Updated: Feb 10, 2021
You never saw it coming. Or at least, that’s what you told yourself. A sudden swing of the right hand from below and up and the crunch onto your jaw sent you tumbling back and down. With several broken teeth and fractured facial bones, your face felt like it was going to explode...
The truth is that in most cases, violence doesn’t happen in a vacuum. It is preceded by signs, messages of the upcoming brutality that’s to follow.
The skill you need, if you have no other route of avoidance or method of deescalation, is to read, understand and hopefully react - ideally preemptively - to these signs.
If you can’t dissect or comprehend them, you’re at a disadvantage from the start.
Spotting an adversary’s ‘tells’ or indicators of an upcoming attack is not always easy, but with knowledge and observation you will know what to look out for.
A shoulder dropping slightly, cocking the arm for the strike. Tensing of the neck preceding an attack. Nostrils opening up for air, or the lips or eyes closing for focus and concentration.
These can be very subtle. Even easier to spot, and where you can read and absorb visual signals in a high-adrenaline shock and stress situation, is the factor you’re looking out for.
Your looking to see CHANGE.
Change relates to movement or differences in energy. Some of the more usual changes can be:
A person standing still, suddenly moves or shifts the weight, maybe even stepping forward or back to set up the now-rear arm for a punch.
The person changes their rate of speech, or tone, pitch or volume of their voice. They become quiet after shouting, or loud after speaking calmly.
A person is looking away (which loads and clears the shoulder for a strike) or they suddenly focus on you after looking away, to aim for the upcoming strike.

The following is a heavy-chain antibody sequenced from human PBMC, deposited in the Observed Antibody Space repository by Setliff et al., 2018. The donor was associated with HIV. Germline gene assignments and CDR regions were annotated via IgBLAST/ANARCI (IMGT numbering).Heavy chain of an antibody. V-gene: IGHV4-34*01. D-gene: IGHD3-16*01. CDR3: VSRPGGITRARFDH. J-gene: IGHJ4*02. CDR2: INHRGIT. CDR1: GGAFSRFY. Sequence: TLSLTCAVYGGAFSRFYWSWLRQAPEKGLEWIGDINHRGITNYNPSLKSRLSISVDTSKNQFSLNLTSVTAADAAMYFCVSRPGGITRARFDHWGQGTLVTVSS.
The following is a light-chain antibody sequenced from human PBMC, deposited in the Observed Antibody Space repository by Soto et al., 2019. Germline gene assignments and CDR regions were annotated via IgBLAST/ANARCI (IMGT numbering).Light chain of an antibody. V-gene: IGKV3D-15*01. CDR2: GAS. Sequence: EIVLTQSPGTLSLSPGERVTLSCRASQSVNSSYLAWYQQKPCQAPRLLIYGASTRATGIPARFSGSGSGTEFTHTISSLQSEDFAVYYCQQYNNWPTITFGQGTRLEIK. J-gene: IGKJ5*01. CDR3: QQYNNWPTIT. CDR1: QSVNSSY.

The person changes the breathing. Often untrained people will start to breathe shallow and fast in the upper chest whilst trained individuals will breathe slowly and deep, applying their skills from training.
A person changes face colour, either going pale (adrenaline-induced constriction of blood vessels) or red (where vessels dilate). Either way, look out for changes.
The person changes their posture. Again, untrained people tend to puff their chest out and arch their spine to appear bigger (it really is a monkey-dance at this point) and trained individuals lower their center of gravity and closing down their chest and keeping a straight spine.
Some of these appear slightly contradictory - pale versus red, puff out versus closing in chest, but these are purely reactions to training or lack of training. An amateur will try to be big and loud. A skilled person will start to apply the calmness of years of training.
Either way, you’re looking for change in the person.
If you’re in a monkey-dance or in a situation of danger, the most important part is to recognise where you are and not deny the reality in front of you.
Most people are not mentally prepared for violence and with the stress and shock will hope and wait that the situation simply goes away with inaction and time. This is a normal human reaction to stress and danger. If the danger hasn’t killed you yet, and non-action or the status quo has kept you safe so far, the brain is reluctant to change this position. It has worked so far, right? This inaction can be the worst enemy of your survival, yet survival demands you act. Your mind is not your best friend sometimes.
You need to respond appropriately to defend yourself. Distance and avoidance is your safest option, as any conflict, however skilled you are, will risk life and limb.
Even if you ‘win’, your actions - verbally or physically - may not assist you in a claim of self defence and you may be subject to either criminal or civil law repercussions afterwards.
Removing yourself from the situation , even if your ego and pride takes some damage, is a short term price to pay versus the potential long term implications of violence.
If you simply can’t, as exits are not accessible or you are tied to the geography by third parties you cannot leave behind, recognising the ‘tells’ of upcoming violence can be a life-saver for you. Preemptive action, after giving verbal messaging, that protects you in later criminal or civil law investigators may be your best option.
Later, in hindsight, you can analyse and make sense of the situation you are in. Whilst in it, never forget to focus and analyse the person(s) facing you.
Once sucker-punched, you’ve got a hell of long way to go from your position on the floor.
Don’t be there. Fight smart - which mostly mean never having to fight in the first place.